Fed cash for Yuma East Wetlands preservation applauded by Fort Yuma Quechan Tribe

In the 20 years since rehabilitation efforts began in the Yuma East Wetlands, the riparian habitat has gone from a dangerous illegal dumping site overrun with invasive plants to a place where people can safely access the Colorado River as native plants, birds, bugs and wildlife thrive. 

And at the beginning of April, the Department of the Interior announced it was awarding $5 million to protect and maintain Yuma East Wetlands. And another Arizona project, Topock Marsh, is receiving $20 million for restoration. 

“Protecting these wetlands is important to the local communities as well as to the greater health of the lower basin of the Colorado River,” Bureau of Reclamation Commissioner Camille Touton said in a press release.



According to the department, funding comes from the Biden administration’s Investing in America Agenda, which includes efforts to address the ongoing drought and strengthen water security across the Southwest. 

“Building on our significant milestones this year to protect the Colorado River System, we are continuing to bring every tool and resource to bear to protect the stability and sustainability of the Colorado River System and increase water efficiency across the West,” Principal Deputy Assistant Secretary for Water and Science Michael Brian said in a press release.

Through Investing in America, Brain said that the Department of the Interior has historic new resources that can help Western communities withstand severe drought conditions, restore ecosystems, and build a sustainable future.

“The Yuma East Wetlands is a model for wetlands restoration and conservation,” said U.S. Rep. Raúl Grijalva in a written statement. “This investment by the Biden administration is critical for maintaining this vital ecosystem and its abundance of biodiversity.”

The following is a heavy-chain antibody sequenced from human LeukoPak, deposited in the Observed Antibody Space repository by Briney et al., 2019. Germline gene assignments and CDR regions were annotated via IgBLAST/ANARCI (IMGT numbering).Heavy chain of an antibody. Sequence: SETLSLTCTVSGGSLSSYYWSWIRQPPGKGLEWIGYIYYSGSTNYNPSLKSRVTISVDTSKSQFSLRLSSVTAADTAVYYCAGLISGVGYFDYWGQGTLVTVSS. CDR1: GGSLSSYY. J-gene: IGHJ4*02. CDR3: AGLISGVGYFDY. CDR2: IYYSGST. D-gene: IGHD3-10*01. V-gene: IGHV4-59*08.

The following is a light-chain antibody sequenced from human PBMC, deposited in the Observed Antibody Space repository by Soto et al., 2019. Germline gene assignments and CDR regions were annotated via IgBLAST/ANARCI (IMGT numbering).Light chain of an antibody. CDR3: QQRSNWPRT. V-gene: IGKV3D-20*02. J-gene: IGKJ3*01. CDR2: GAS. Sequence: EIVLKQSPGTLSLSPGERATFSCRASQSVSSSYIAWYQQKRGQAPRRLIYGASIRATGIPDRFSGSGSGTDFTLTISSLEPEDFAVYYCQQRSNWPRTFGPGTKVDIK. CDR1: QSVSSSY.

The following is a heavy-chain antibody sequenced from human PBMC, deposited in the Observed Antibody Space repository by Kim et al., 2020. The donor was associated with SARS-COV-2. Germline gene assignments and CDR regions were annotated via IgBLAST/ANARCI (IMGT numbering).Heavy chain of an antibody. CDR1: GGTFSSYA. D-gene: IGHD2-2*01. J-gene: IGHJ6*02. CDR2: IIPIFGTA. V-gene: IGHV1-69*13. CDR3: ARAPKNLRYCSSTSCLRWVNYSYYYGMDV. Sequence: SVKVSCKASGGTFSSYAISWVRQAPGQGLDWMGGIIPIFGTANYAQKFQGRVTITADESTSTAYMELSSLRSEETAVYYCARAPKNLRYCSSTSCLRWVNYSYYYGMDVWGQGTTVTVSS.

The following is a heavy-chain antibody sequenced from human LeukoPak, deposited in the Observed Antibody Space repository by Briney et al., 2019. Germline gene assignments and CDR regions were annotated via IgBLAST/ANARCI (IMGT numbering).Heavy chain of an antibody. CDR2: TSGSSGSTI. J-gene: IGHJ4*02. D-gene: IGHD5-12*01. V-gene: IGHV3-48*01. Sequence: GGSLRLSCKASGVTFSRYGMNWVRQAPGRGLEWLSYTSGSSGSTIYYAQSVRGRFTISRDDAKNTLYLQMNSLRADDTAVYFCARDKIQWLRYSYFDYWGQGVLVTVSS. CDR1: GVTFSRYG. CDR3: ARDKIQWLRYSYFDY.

The Yuma East Wetlands is 380 acres of restored riparian habitat, two-thirds of which are on the Fort Yuma Indian Reservation. 

Brian Golding, director of economic development for the Fort Yuma Quechen Tribe, said the partnership started in 2004 to rehabilitate the Yuma East Wetlands. The tribe joined with the City of Yuma, the Arizona Game and Fish Department and the National Yuma Heritage Crossing Area to restore the land.

Golding said the tribe commits some of its allocation of the Arizona Colorado River water to irrigation of the restored area. 

He said the tribe entered the partnership for many reasons, but the main objective was to reestablish the tribes and surrounding community’s physical connection to the river.

Golding said that re-establishing that physical connection helps the tribe reconnect to its spiritual, cultural and recreational practices on the river.

Before the partners stepped in, Golding said the area was unmanaged and dangerous because of the illegal dumping site. Invasive plant species were overrunning the natural habitat.

He said the overall condition of the area was unsafe, which prevented everyone from accessing and enjoying the river. However, that all changed once the partnership was established. Goldings said they were able to clear the area and turn it into what it is today.